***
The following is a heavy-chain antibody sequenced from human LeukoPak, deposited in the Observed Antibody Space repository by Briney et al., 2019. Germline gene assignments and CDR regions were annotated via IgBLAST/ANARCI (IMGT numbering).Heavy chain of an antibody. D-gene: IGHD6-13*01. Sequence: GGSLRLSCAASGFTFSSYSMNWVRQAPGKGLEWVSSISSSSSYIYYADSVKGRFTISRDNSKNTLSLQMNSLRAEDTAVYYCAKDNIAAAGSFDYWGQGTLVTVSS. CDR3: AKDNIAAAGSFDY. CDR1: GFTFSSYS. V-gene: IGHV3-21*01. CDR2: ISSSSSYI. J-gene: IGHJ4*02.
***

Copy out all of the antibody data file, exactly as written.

The following is a heavy-chain antibody sequenced from human LeukoPak, deposited in the Observed Antibody Space repository by Briney et al., 2019. Germline gene assignments and CDR regions were annotated via IgBLAST/ANARCI (IMGT numbering).Heavy chain of an antibody. D-gene: IGHD6-13*01. Sequence: GGSLRLSCAASGFTFSSYSMNWVRQAPGKGLEWVSSISSSSSYIYYADSVKGRFTISRDNSKNTLSLQMNSLRAEDTAVYYCAKDNIAAAGSFDYWGQGTLVTVSS. CDR3: AKDNIAAAGSFDY. CDR1: GFTFSSYS. V-gene: IGHV3-21*01. CDR2: ISSSSSYI. J-gene: IGHJ4*02.